About the Clinic
Stanford’s Tropical Medicine and Travelers’ Health Clinic was established to provide consultation and treatment for visitors abroad. It is located at:
900 Blake Wilbur Drive
Second Floor
Palo Alto, CA 94034

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The Dawn of Personalized Medicine

Posted By SHL Librarian

Presented by: Euan Ashley, MD, PhD
Assistant Professor, Cardiovascular Medicine
Stanford University Medical Center
June 7, 2012

We know that genes play a crucial role in influencing how we look and act, as well as our susceptibility to disease. Now scientists are trying to use that knowledge in exciting new ways, such as preventing and treating health problems based on therapies tailored to an individual’s unique genetic makeup.

But to understand the future of genetically based personalized medicine, it’s important to understand the basics, says Euan Ashley, MD, PhD, an assistant professor of cardiovascular medicine and director of the Stanford Center for Inherited Cardiovascular Disease, who spoke at a presentation sponsored by the Stanford Health Library.

Human DNA is contained within 23 pairs of chromosomes, one half pair from each parent; genes are segments of DNA that determine specific characteristics, such as hair color or height. Some characteristics come from a single gene, while others come from gene combinations. Humans have about 20,000 genes (and so do worms), and the complete instructions they carry are called the human genome.

Genes hold the instructions for making the proteins that manage cell growth and function. When cells duplicate, this genetic information is passed along to the new cells. The genes may mutate over time, causing disease, and such variants can be passed along from parent to offspring. There are more than 3 billion units of information (letters) in the human genome.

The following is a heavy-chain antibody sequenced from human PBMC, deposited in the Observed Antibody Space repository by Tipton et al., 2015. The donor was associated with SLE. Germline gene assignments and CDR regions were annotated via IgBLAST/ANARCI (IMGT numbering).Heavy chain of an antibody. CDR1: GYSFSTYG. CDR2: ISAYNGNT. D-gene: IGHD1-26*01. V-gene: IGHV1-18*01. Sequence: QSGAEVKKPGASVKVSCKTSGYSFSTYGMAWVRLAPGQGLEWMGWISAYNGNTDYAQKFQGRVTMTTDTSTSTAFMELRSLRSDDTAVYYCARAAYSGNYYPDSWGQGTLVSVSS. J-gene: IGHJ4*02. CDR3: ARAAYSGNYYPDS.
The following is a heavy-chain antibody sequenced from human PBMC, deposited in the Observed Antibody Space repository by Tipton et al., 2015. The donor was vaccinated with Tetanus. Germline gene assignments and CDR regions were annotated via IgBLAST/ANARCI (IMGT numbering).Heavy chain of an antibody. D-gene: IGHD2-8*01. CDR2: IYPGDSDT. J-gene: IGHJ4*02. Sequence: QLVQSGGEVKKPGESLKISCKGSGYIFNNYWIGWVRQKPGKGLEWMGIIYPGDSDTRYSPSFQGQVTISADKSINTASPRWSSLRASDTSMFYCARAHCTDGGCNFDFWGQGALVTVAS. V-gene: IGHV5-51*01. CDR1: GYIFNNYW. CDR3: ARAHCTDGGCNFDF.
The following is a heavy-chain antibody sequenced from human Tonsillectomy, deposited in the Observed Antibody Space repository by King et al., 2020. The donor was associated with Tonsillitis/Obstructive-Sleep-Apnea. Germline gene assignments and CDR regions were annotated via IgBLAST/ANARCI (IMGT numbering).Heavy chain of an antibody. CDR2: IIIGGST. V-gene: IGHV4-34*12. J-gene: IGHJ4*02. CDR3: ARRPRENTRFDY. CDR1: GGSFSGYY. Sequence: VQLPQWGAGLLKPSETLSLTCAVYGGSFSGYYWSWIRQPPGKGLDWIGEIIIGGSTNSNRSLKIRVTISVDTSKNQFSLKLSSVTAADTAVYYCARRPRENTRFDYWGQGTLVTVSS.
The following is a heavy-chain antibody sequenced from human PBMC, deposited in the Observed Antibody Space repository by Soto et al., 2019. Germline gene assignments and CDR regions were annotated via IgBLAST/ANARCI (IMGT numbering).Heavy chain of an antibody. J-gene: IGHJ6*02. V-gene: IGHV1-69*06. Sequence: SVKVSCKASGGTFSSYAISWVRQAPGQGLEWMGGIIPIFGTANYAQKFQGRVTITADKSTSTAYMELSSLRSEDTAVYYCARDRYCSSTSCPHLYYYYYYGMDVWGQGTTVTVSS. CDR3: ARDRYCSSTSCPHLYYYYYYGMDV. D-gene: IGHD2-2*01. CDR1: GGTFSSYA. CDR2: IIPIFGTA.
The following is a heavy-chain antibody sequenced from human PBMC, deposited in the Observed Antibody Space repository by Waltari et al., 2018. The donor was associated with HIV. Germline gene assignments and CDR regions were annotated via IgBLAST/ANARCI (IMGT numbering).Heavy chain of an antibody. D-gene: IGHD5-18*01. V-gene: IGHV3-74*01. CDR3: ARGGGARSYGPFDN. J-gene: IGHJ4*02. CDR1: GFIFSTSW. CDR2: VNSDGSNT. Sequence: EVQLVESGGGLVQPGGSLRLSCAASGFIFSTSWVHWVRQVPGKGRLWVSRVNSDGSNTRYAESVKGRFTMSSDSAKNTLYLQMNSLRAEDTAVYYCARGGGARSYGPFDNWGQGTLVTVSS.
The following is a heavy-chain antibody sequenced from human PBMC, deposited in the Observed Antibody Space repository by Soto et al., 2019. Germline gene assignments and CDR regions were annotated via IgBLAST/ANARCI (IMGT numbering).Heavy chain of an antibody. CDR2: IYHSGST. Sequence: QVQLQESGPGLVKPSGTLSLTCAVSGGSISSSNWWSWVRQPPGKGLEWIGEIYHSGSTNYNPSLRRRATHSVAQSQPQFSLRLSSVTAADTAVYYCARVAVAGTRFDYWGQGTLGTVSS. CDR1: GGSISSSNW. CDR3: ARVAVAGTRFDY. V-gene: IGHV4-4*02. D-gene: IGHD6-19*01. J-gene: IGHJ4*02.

Organizing the Information
But the human genome is not quite that straightforward. When mapping the genome, scientists found that blocks of DNA, called haplotype blocks, tend to stay together. By measuring single letter variants called SNPs in each of these blocks, they were able to look across the whole genome at once.

Using a chip to look at the genes or the cell messages that come from the genes was developed at Stanford and now is used as a tool by researchers worldwide. Over the past couple of decades, using such chips, researchers have identified more than 4,000 single genetic variants associated with disease. Most diseases, however, are caused by a multitude of variants acting together.

“Gene chips allowed researchers to look at large populations and associate a genetic variant with a disease,” said Dr. Ashley. “There was a deluge of strong associations within just a few years. Sequencing (spelling out the letters)  the entire genome has come down in price dramatically: 10 years ago a human genome sequence cost about $100 million; today it runs close to $1,000, making the process accessible to most labs and hospitals, and moving toward the day when the genome is used as a routine part of medical practice.